100 thoughts on “Ellen Jorgensen: Biohacking — you can do it, too

  1. Yeah, fantastic very powerful presentation with NYC accent. Things she talking about a really fascinating – this is indeed a beginning of something big. And indeed we HAVE to pursue this quest – being ethical along the way. And I'd love to have my genome decoded. To learn what's up with my health risks/heredity and be preventive.

  2. It's a little disturbing how even TED talks tend to chronically keep underrepresenting minority/colored women. Basic progressive policy is to prioritize the underprivileged. Yet the very women in society who suffer the most from the pressures of the religious right and who lack social mobility most often are, time and again, being sidelined in favor of middle-upper class white females.

    We're in the year 2013. Something about this mentality is really worrying.

  3. Nice try but you fail. All the important infrastructure in the world runs linux and other open source os'es. If anything it's an even more attractive target than windows. Who cares abour your pc when you could potentially take out the entire country's worth of networking? Plus there are between 1 and 2 % desktop users as well. And yet to quote wiki 'the entire list of Linux viruses and worms [is] fewer than thirty. Compare that to the estimated 140,000 viruses for Windows'.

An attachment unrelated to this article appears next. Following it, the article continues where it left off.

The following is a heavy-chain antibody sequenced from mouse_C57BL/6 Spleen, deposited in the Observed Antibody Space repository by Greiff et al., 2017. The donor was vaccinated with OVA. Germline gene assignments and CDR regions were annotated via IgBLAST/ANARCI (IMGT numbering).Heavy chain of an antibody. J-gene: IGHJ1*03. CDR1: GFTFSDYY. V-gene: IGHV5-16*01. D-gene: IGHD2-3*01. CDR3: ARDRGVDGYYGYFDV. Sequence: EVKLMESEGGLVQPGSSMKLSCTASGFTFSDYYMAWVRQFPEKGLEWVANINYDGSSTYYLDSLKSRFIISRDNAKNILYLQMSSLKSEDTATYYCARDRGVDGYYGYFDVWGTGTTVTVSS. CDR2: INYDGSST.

4. Because servers are much more hardened targets, generally, than Average Joe who surfs the Internet willynilly.